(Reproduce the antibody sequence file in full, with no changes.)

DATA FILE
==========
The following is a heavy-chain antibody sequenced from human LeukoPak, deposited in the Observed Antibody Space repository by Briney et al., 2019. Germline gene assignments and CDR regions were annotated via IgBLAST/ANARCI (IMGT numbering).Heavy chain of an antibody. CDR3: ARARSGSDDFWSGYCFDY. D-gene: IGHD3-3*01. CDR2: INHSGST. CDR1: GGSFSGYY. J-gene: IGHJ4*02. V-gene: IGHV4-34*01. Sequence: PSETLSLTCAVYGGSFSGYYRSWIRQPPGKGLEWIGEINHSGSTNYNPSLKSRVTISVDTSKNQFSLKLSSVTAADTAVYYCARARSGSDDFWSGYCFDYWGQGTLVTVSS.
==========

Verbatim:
The following is a heavy-chain antibody sequenced from human LeukoPak, deposited in the Observed Antibody Space repository by Briney et al., 2019. Germline gene assignments and CDR regions were annotated via IgBLAST/ANARCI (IMGT numbering).Heavy chain of an antibody. CDR3: ARARSGSDDFWSGYCFDY. D-gene: IGHD3-3*01. CDR2: INHSGST. CDR1: GGSFSGYY. J-gene: IGHJ4*02. V-gene: IGHV4-34*01. Sequence: PSETLSLTCAVYGGSFSGYYRSWIRQPPGKGLEWIGEINHSGSTNYNPSLKSRVTISVDTSKNQFSLKLSSVTAADTAVYYCARARSGSDDFWSGYCFDYWGQGTLVTVSS.